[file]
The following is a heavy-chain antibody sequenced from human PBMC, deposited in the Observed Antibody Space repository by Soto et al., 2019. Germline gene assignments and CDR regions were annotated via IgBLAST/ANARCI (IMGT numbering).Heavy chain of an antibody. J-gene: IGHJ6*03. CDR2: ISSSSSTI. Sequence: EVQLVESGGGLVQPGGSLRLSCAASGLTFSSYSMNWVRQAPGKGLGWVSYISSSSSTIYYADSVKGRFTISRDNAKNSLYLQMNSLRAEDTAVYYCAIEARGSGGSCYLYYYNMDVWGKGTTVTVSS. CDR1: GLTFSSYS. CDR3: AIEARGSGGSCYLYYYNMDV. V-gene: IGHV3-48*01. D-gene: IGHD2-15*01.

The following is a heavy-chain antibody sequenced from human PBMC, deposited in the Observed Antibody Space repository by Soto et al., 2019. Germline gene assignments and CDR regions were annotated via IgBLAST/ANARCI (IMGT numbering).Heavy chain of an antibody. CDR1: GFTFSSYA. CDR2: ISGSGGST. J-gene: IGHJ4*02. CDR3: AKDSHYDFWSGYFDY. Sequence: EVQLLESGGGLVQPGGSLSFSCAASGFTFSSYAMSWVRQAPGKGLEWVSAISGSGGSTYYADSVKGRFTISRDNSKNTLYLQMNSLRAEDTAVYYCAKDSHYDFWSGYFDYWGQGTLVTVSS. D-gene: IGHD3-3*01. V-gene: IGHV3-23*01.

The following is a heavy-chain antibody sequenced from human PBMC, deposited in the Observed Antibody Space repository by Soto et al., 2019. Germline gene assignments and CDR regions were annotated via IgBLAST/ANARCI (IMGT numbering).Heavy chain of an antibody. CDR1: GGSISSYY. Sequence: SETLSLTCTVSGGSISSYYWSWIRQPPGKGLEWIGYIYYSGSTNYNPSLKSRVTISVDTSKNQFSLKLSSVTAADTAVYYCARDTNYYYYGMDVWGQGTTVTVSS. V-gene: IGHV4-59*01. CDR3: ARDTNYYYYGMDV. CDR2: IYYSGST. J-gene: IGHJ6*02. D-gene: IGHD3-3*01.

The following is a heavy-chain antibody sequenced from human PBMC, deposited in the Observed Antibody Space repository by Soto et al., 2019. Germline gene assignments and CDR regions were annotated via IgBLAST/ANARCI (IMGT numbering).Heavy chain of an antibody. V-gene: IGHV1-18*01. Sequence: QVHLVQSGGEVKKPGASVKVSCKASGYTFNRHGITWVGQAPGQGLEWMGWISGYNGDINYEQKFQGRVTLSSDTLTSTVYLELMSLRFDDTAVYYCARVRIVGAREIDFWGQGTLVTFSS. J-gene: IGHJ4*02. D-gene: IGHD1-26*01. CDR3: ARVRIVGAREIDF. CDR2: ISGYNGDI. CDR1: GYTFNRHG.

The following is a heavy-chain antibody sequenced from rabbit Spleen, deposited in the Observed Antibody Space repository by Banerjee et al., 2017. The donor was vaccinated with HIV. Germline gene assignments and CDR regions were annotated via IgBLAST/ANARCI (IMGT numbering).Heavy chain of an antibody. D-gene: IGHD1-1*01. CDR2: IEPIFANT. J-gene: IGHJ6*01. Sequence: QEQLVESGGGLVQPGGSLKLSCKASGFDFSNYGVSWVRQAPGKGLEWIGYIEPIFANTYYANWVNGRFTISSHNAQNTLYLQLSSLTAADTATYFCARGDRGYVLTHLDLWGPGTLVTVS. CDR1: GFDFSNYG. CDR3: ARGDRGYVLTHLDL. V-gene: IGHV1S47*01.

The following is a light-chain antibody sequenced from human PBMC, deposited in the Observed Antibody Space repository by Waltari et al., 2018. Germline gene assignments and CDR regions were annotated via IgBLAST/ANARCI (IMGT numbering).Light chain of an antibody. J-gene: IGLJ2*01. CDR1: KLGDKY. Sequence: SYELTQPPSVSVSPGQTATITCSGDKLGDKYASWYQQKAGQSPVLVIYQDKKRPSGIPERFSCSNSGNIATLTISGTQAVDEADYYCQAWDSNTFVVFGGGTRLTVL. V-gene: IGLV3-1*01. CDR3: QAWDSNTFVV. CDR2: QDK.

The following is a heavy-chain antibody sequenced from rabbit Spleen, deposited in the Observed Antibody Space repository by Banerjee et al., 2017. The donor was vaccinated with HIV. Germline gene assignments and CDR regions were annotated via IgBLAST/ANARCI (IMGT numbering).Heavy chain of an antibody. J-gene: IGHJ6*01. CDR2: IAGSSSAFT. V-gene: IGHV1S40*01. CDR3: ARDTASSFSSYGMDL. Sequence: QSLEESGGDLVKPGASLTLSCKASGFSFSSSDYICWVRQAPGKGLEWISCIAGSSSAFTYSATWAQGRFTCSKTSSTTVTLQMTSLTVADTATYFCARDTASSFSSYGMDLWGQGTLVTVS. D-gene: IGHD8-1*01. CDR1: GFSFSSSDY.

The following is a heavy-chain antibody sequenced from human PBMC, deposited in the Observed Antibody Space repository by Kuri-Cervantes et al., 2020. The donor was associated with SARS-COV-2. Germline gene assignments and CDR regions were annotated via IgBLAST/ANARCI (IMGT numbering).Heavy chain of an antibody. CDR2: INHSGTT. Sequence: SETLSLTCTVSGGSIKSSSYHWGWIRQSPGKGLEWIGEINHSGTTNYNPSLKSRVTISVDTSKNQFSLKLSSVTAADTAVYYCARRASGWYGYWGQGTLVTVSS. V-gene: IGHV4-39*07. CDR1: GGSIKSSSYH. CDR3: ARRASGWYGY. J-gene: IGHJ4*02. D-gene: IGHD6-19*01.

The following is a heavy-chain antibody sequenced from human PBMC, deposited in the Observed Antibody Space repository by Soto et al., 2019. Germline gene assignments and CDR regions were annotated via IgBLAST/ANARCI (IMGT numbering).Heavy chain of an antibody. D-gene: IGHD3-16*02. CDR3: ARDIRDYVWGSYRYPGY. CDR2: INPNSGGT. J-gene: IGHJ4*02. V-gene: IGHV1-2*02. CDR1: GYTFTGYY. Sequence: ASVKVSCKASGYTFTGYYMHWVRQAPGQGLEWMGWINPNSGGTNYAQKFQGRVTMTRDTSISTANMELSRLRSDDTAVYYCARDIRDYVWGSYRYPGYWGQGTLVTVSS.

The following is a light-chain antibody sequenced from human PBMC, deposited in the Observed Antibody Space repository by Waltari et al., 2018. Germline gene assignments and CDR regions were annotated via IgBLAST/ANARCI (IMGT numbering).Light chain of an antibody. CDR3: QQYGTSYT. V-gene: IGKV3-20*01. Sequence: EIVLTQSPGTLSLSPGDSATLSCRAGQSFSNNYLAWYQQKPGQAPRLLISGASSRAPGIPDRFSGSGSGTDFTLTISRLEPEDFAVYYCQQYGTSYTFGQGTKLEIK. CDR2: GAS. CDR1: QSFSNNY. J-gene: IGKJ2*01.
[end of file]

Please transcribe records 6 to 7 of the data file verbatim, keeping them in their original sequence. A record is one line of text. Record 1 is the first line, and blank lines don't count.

The following is a light-chain antibody sequenced from human PBMC, deposited in the Observed Antibody Space repository by Waltari et al., 2018. Germline gene assignments and CDR regions were annotated via IgBLAST/ANARCI (IMGT numbering).Light chain of an antibody. J-gene: IGLJ2*01. CDR1: KLGDKY. Sequence: SYELTQPPSVSVSPGQTATITCSGDKLGDKYASWYQQKAGQSPVLVIYQDKKRPSGIPERFSCSNSGNIATLTISGTQAVDEADYYCQAWDSNTFVVFGGGTRLTVL. V-gene: IGLV3-1*01. CDR3: QAWDSNTFVV. CDR2: QDK.

The following is a heavy-chain antibody sequenced from rabbit Spleen, deposited in the Observed Antibody Space repository by Banerjee et al., 2017. The donor was vaccinated with HIV. Germline gene assignments and CDR regions were annotated via IgBLAST/ANARCI (IMGT numbering).Heavy chain of an antibody. J-gene: IGHJ6*01. CDR2: IAGSSSAFT. V-gene: IGHV1S40*01. CDR3: ARDTASSFSSYGMDL. Sequence: QSLEESGGDLVKPGASLTLSCKASGFSFSSSDYICWVRQAPGKGLEWISCIAGSSSAFTYSATWAQGRFTCSKTSSTTVTLQMTSLTVADTATYFCARDTASSFSSYGMDLWGQGTLVTVS. D-gene: IGHD8-1*01. CDR1: GFSFSSSDY.